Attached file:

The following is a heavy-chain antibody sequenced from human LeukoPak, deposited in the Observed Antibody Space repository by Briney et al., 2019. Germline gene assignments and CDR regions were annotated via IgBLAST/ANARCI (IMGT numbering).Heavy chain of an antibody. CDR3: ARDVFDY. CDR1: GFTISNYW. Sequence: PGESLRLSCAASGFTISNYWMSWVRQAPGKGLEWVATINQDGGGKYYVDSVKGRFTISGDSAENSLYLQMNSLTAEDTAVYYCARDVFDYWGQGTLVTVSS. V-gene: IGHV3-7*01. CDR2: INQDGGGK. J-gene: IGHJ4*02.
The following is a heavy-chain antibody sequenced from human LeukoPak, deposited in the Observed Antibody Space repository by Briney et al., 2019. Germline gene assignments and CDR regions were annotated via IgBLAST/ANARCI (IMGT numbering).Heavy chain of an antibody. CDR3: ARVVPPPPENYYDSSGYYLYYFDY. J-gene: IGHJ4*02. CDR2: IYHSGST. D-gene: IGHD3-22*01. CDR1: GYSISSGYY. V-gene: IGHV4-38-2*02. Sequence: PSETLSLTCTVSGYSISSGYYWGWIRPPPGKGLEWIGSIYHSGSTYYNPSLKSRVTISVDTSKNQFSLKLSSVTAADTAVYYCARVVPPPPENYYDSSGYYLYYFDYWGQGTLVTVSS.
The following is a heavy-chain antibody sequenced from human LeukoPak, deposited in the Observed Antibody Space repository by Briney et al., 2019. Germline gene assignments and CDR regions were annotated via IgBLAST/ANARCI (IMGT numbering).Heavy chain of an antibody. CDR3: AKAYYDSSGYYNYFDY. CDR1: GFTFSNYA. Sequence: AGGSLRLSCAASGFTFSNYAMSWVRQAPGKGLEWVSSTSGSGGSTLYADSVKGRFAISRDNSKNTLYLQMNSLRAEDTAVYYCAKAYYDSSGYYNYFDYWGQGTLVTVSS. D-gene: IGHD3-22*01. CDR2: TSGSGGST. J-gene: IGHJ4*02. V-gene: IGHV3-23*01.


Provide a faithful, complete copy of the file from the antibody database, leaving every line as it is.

The following is a heavy-chain antibody sequenced from human LeukoPak, deposited in the Observed Antibody Space repository by Briney et al., 2019. Germline gene assignments and CDR regions were annotated via IgBLAST/ANARCI (IMGT numbering).Heavy chain of an antibody. CDR3: ARDVFDY. CDR1: GFTISNYW. Sequence: PGESLRLSCAASGFTISNYWMSWVRQAPGKGLEWVATINQDGGGKYYVDSVKGRFTISGDSAENSLYLQMNSLTAEDTAVYYCARDVFDYWGQGTLVTVSS. V-gene: IGHV3-7*01. CDR2: INQDGGGK. J-gene: IGHJ4*02.
The following is a heavy-chain antibody sequenced from human LeukoPak, deposited in the Observed Antibody Space repository by Briney et al., 2019. Germline gene assignments and CDR regions were annotated via IgBLAST/ANARCI (IMGT numbering).Heavy chain of an antibody. CDR3: ARVVPPPPENYYDSSGYYLYYFDY. J-gene: IGHJ4*02. CDR2: IYHSGST. D-gene: IGHD3-22*01. CDR1: GYSISSGYY. V-gene: IGHV4-38-2*02. Sequence: PSETLSLTCTVSGYSISSGYYWGWIRPPPGKGLEWIGSIYHSGSTYYNPSLKSRVTISVDTSKNQFSLKLSSVTAADTAVYYCARVVPPPPENYYDSSGYYLYYFDYWGQGTLVTVSS.
The following is a heavy-chain antibody sequenced from human LeukoPak, deposited in the Observed Antibody Space repository by Briney et al., 2019. Germline gene assignments and CDR regions were annotated via IgBLAST/ANARCI (IMGT numbering).Heavy chain of an antibody. CDR3: AKAYYDSSGYYNYFDY. CDR1: GFTFSNYA. Sequence: AGGSLRLSCAASGFTFSNYAMSWVRQAPGKGLEWVSSTSGSGGSTLYADSVKGRFAISRDNSKNTLYLQMNSLRAEDTAVYYCAKAYYDSSGYYNYFDYWGQGTLVTVSS. D-gene: IGHD3-22*01. CDR2: TSGSGGST. J-gene: IGHJ4*02. V-gene: IGHV3-23*01.